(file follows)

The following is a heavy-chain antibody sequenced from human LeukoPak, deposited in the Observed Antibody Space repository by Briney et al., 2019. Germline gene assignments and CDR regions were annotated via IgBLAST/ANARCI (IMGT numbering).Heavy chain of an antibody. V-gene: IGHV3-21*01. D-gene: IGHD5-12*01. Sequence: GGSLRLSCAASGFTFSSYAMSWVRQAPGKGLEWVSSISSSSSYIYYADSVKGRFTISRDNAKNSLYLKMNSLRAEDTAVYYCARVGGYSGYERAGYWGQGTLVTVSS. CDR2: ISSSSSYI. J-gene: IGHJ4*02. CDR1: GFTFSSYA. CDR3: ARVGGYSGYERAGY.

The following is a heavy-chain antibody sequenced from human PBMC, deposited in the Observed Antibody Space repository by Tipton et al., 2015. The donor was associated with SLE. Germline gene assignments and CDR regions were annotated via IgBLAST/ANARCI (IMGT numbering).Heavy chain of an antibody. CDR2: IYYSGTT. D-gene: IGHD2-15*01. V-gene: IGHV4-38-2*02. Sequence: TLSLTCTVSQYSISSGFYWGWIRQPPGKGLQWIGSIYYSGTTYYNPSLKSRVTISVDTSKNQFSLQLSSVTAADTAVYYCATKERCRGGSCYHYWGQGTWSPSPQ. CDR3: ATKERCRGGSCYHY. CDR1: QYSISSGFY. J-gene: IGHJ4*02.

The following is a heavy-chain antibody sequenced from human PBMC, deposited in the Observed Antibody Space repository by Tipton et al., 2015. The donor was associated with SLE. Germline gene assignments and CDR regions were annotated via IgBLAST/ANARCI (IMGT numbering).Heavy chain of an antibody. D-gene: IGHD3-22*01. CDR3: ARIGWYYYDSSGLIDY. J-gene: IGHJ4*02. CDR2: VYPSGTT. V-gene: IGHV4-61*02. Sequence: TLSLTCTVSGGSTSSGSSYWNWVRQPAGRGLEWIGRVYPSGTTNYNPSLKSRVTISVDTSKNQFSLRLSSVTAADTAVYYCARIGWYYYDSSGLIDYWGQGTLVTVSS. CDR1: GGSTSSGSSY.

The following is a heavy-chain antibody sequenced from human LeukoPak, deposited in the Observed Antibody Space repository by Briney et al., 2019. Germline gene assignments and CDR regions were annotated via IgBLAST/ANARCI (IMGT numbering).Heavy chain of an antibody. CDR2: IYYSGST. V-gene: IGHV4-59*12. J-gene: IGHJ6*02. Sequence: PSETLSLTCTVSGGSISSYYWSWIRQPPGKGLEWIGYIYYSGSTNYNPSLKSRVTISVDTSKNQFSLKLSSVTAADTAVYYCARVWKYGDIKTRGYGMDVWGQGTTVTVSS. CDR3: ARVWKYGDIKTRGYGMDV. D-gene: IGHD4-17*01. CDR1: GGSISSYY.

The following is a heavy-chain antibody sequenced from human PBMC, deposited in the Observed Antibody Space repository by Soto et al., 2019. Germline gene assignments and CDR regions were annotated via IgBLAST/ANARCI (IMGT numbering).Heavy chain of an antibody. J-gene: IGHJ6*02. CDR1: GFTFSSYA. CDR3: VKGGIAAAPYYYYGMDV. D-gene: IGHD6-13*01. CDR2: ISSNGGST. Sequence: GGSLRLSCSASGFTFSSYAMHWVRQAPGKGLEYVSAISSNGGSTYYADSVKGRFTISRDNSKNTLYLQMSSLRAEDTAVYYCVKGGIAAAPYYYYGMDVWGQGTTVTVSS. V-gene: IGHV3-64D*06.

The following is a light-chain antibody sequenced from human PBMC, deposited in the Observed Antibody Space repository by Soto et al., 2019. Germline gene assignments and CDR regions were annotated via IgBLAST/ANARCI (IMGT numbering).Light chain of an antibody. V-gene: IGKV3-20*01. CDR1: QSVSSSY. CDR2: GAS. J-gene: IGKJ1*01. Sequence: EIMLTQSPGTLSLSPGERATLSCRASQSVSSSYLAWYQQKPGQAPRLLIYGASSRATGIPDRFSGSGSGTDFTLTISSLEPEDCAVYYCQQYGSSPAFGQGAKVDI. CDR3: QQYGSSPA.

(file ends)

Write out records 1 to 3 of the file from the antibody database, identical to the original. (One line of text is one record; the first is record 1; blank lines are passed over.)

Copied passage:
The following is a heavy-chain antibody sequenced from human LeukoPak, deposited in the Observed Antibody Space repository by Briney et al., 2019. Germline gene assignments and CDR regions were annotated via IgBLAST/ANARCI (IMGT numbering).Heavy chain of an antibody. V-gene: IGHV3-21*01. D-gene: IGHD5-12*01. Sequence: GGSLRLSCAASGFTFSSYAMSWVRQAPGKGLEWVSSISSSSSYIYYADSVKGRFTISRDNAKNSLYLKMNSLRAEDTAVYYCARVGGYSGYERAGYWGQGTLVTVSS. CDR2: ISSSSSYI. J-gene: IGHJ4*02. CDR1: GFTFSSYA. CDR3: ARVGGYSGYERAGY.

The following is a heavy-chain antibody sequenced from human PBMC, deposited in the Observed Antibody Space repository by Tipton et al., 2015. The donor was associated with SLE. Germline gene assignments and CDR regions were annotated via IgBLAST/ANARCI (IMGT numbering).Heavy chain of an antibody. CDR2: IYYSGTT. D-gene: IGHD2-15*01. V-gene: IGHV4-38-2*02. Sequence: TLSLTCTVSQYSISSGFYWGWIRQPPGKGLQWIGSIYYSGTTYYNPSLKSRVTISVDTSKNQFSLQLSSVTAADTAVYYCATKERCRGGSCYHYWGQGTWSPSPQ. CDR3: ATKERCRGGSCYHY. CDR1: QYSISSGFY. J-gene: IGHJ4*02.

The following is a heavy-chain antibody sequenced from human PBMC, deposited in the Observed Antibody Space repository by Tipton et al., 2015. The donor was associated with SLE. Germline gene assignments and CDR regions were annotated via IgBLAST/ANARCI (IMGT numbering).Heavy chain of an antibody. D-gene: IGHD3-22*01. CDR3: ARIGWYYYDSSGLIDY. J-gene: IGHJ4*02. CDR2: VYPSGTT. V-gene: IGHV4-61*02. Sequence: TLSLTCTVSGGSTSSGSSYWNWVRQPAGRGLEWIGRVYPSGTTNYNPSLKSRVTISVDTSKNQFSLRLSSVTAADTAVYYCARIGWYYYDSSGLIDYWGQGTLVTVSS. CDR1: GGSTSSGSSY.